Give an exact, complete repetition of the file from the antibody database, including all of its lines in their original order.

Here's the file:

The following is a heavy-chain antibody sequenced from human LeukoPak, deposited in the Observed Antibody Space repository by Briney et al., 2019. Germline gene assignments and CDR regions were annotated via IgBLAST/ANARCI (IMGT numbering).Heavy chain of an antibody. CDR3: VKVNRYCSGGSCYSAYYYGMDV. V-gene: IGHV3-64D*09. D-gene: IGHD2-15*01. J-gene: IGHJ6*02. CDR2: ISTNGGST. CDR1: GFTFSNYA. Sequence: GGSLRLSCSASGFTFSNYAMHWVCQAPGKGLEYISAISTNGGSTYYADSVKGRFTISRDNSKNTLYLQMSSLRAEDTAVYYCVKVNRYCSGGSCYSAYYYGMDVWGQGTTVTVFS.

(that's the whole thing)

The following is a heavy-chain antibody sequenced from human LeukoPak, deposited in the Observed Antibody Space repository by Briney et al., 2019. Germline gene assignments and CDR regions were annotated via IgBLAST/ANARCI (IMGT numbering).Heavy chain of an antibody. CDR3: VKVNRYCSGGSCYSAYYYGMDV. V-gene: IGHV3-64D*09. D-gene: IGHD2-15*01. J-gene: IGHJ6*02. CDR2: ISTNGGST. CDR1: GFTFSNYA. Sequence: GGSLRLSCSASGFTFSNYAMHWVCQAPGKGLEYISAISTNGGSTYYADSVKGRFTISRDNSKNTLYLQMSSLRAEDTAVYYCVKVNRYCSGGSCYSAYYYGMDVWGQGTTVTVFS.